PFAS could be reduced by Australian plants
New research has found that Australian native rushes , and could remove up to 53% of PFAS (per- and poly-fluoroalkyl substances) contaminants from the environment. Conducted by researchers at the University of South Australia, the study found that the once-popular chemicals could be removed from the environment cheaply by using these plants.
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The three weeds identified as having the potential to remediate PFAS were put to a test in contaminated waters. It was found that the common reed removed up to 53% of legacy PFAS contaminants from the surface water. These findings provide the much-needed solution that could help remove chemicals from the environment.
Related: Hemp is helping clean up PFAS chemicals in Maine
PFAS chemicals were once hailed as revolutionary for their uses. They are used on nonstick pans, firefighting foam, and plenty of other products. Even today, some manufacturers still use PFAS in products, despite having been found to be harmful to the environment and human health.
The US Environmental Protection Agency warns that PFAS could lead to a range of medical complications. Some of the medical issues associated with the chemicals include a decline in fertility, delayed development in children, a high risk of obesity, and weakened immune systems.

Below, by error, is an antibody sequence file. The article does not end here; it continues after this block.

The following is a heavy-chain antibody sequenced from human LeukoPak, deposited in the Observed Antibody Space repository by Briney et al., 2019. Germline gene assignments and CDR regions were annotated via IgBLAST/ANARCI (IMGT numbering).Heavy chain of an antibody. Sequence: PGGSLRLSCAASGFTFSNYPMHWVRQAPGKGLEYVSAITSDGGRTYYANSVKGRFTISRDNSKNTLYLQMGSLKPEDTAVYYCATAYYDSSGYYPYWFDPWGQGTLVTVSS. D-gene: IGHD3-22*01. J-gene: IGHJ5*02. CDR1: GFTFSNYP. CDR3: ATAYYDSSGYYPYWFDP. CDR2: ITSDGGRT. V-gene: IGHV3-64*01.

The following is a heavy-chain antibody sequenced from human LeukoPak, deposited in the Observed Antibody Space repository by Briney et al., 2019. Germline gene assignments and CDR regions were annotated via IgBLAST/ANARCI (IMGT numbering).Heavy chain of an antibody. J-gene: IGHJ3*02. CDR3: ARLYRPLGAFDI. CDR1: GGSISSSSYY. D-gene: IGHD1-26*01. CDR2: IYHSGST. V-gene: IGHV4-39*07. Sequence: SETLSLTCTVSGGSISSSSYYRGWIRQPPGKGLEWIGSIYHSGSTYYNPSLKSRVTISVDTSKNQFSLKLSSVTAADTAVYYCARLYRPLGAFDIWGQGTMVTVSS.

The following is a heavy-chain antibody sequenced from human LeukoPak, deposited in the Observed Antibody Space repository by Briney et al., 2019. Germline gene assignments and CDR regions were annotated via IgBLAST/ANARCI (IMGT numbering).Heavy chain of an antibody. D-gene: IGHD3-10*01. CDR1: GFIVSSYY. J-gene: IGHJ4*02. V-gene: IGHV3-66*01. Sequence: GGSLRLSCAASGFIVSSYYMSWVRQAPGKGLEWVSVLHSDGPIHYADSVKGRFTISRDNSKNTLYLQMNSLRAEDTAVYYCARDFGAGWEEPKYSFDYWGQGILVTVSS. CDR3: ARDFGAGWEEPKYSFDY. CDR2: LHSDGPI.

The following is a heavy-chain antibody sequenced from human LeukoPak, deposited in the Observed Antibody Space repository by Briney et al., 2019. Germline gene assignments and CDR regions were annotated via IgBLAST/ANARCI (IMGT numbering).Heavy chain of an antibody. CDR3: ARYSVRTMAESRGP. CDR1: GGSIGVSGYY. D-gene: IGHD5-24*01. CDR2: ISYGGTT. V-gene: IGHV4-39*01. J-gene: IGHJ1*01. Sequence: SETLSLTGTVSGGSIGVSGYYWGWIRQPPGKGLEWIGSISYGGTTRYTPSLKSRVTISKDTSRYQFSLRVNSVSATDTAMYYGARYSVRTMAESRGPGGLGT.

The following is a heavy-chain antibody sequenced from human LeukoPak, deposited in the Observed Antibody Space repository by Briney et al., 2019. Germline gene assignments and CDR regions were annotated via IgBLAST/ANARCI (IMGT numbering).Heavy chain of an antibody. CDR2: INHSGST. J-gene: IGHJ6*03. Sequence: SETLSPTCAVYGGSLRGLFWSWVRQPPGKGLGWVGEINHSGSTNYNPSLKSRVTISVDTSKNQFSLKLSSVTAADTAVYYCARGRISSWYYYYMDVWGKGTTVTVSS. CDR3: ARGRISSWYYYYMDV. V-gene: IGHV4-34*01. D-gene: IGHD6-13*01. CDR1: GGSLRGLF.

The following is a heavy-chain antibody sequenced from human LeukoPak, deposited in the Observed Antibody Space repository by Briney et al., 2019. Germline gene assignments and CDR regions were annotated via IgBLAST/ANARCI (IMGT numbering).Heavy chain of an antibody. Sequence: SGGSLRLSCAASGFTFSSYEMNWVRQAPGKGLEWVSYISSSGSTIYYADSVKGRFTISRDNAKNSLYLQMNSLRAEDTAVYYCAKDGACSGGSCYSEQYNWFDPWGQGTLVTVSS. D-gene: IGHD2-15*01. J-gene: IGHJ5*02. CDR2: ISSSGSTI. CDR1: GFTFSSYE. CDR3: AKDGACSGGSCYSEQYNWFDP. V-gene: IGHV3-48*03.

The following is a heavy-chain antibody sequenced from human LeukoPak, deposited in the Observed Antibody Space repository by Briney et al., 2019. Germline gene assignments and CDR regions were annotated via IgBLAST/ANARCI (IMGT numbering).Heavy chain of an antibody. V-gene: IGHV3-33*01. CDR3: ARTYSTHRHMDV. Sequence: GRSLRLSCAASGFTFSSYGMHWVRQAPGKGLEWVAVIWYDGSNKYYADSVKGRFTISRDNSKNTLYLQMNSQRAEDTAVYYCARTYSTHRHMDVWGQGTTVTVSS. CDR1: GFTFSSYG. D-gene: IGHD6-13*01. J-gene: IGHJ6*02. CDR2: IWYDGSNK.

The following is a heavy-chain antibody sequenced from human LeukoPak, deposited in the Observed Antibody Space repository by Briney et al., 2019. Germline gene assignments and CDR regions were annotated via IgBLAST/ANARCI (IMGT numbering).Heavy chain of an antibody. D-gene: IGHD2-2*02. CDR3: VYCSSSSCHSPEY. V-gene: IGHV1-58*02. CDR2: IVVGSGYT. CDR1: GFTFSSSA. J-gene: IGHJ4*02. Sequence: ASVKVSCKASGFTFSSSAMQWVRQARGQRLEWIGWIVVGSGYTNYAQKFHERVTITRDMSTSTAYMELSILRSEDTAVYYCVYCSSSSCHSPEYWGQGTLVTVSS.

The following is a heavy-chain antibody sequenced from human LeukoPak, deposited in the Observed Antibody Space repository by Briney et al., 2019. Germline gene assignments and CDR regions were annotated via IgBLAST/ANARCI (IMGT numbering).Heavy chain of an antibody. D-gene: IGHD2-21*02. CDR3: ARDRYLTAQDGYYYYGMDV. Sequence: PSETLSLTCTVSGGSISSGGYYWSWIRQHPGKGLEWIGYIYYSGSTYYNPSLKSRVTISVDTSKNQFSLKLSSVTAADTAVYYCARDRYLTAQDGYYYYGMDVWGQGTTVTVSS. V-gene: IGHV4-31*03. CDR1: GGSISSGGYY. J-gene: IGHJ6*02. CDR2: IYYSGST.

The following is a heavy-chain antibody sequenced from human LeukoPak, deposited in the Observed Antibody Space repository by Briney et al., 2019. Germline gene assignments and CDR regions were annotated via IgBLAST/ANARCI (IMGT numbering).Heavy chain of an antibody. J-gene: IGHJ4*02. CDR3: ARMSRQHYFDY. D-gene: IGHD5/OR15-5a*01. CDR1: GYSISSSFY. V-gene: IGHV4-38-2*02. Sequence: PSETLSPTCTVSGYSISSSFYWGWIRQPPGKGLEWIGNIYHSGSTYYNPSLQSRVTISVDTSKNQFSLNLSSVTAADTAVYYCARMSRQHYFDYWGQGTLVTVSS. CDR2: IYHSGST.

Dr. John Awad, one of the researchers, says that the new findings could go a long way in alleviating said risks. By using these plants, PFAS could be significantly sucked out of nature, leading to a cleaner environment for healthy living.
“PFAS are often referred to as ‘forever chemicals’ because they don’t break down, instead accumulating in the environment and in our bodies where they can cause adverse health effects,”Awad said. “In Australia, PFAS concerns often relate to the use of firefighting foam, especially legacy firefighting foam, which accumulates in the surface water of our waterways.”
According to Awad, the reeds were found to be the most effective in removing PFAs from contaminated stormwater. “Our research tested the effectiveness of Australian rushes to remove PFAS chemicals from stormwater, finding that was the most effective at absorbing chemicals through its roots and shoots,” Awad said.
The study was done in partnership with the CSIRO and the University of Western Australia. The researchers used constructed floating wetlands where plants were grown hydroponically. According to Awad, the approach offers a better solution for the natural remediation of contaminated water bodies.
“Constructed floating wetlands can be readily installed into existing urban environments, such as holding reservoirs and retention basins, making them highly maneuverable and adaptable to local waterways,” Awad said.